Furniture and appliances maximize style while minimizing resource use. A subtitle for the exhibit could be: “101 things to do with bamboo.” An easily-renewable product, bamboo shows up in everything from the plywood to the floors, lamps, cooking utensils, platters, and stools.
Although walking through the exhibit sometimes feels like a stroll down product-placement lane (almost every object comes with a label you can take), the exhibit proselytizes green practices in general more than it promotes any individual product. Tags specifying designers are supposed to make it easier for visitors to emulate the green philosophy they learn at the exhibit when they go home.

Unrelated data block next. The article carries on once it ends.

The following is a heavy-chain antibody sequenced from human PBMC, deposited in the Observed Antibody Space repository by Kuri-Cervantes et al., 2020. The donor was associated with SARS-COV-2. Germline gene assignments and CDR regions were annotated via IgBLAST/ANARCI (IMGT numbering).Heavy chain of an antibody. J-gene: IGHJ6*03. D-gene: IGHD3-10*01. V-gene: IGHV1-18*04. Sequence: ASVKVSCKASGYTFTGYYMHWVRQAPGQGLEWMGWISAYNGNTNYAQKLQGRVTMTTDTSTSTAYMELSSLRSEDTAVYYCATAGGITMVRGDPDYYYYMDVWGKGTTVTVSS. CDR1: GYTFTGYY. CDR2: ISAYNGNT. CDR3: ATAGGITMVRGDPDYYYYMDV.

This take-home message feels very different from the rest of the museum’s exhibits (there’s no pitch for, say, Chicago’s art deco architecture), and the exhibit’s urgent tone, particularly after you leave the Glidehouse and enter the section about green trends worldwide, gives it an evangelical feel. Despite its overtness, it’s a compelling gospel. It’s a message of salvation: of energy, of materials, of money, and, perhaps, of the world.
As you leave the dimmed hush of the exhibit, it’s hard to throw away the handouts you picked up throughout. You feel that you have to, at least, recycle them.Through June 3, 2007 at the National Building Museum (401 F St., NW). Monday to Saturday, 10 AM to 5 PM; Sunday, 11 AM to 5 PM. Admission is free.